6. Install an Attic Tent. An attic tent insulates the attic access door from the rest of the house. This will ensure that warm air isn’t escaping into your attic.
  7. Dress for the Weather. Feel cold? Put on a sweater instead of reaching for the thermostat. There’s no reason to heat up the whole house when you feel a chill. Keep your central core warm with a sweater, and wear slippers or socks around the house.
  8. Insulate Your Water Heater. An insulated natural gas water heater will operate more efficiently. This is especially important if your water heater is located in your garage, basement, or other non-insulated space. You can purchase a water heater blanket online or at most local hardware stores. Regular water heater maintenance can keep your water heater operating at peak efficiency.
  9. Use Space Heaters. A space heater can warm the room you’re in so you don’t have to heat the whole house. That’s especially important when you have central heating. Today’s modern space heaters are energy efficient and have automatic safety features to avoid over-heating.

Feel like your furnace is running too frequently? It’s worth it to call your HVAC professional to get a tune up. A new gas furnace can cost $650-$1400, plus installation. So it makes sense to keep the one you have running efficiently.

Many of these tips can also help improve your home cooling system during the summer. Maintaining a tight building envelope (how builders refer to the interior of your home) helps keep your cooling bill low.

Frequently Asked Questions on Heating Bills

FAQ: Can I change my natural gas company to save on my winter gas bill?

If you live in a state where natural gas is deregulated, like Georgia, Ohio or Michigan, you can choose your natural gas supplier (and you must choose your gas supplier in the Atlanta, GA area). You can get a low fixed price per unit of gas when you shop gas suppliers. If you stay with the utility your price changes regularly, and you have no control over it. Some natural gas companies will give you gift cards as a reward for switching your gas company.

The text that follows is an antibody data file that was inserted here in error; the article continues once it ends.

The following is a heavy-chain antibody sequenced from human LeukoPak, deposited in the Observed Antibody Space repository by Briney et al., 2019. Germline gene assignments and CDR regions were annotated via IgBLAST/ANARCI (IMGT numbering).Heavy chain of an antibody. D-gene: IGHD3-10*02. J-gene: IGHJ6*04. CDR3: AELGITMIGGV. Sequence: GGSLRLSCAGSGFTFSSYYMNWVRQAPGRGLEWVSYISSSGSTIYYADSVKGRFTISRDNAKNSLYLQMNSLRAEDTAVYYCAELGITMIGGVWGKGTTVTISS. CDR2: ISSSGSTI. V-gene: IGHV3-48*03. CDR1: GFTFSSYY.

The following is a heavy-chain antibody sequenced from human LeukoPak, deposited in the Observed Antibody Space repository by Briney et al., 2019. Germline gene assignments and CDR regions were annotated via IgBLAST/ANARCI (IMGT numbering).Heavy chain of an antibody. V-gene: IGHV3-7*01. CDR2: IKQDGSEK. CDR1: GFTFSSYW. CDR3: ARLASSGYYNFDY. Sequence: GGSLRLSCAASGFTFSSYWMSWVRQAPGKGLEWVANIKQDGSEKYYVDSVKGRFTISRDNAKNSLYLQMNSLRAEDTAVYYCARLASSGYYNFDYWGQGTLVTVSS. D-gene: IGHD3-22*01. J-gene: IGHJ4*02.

FAQ: Why is my electric bill high in the winter, when I have natural gas heat?

Your natural gas heating system uses gas as a heating source. However, in a central HVAC system, it also uses electricity for the blower that moves the hot air around your home. These energy-saving tips can reduce your reliance on your central heating. That should cut your electric bill as well as your natural gas bill.

FAQ: What’s the best thermostat setting in winter to save on my natural gas bill?

The best thermostat setting for cold weather is 68° during the day, 60° when you are away from home, and 65° at night. Find out more in our article on the Best Thermostat Setting for Cold Weather.

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About Rebecca Bridges

Rebecca Bridges has worked in deregulated energy markets since 2001. As chief marketing officer for NaturalGasPlans, she focuses on energy efficiency tips and helping consumers pick the best natural gas plan for their home. Outside of work, Rebecca uses her marketing experience to support dog rescue and can often be found hiking or biking local trails.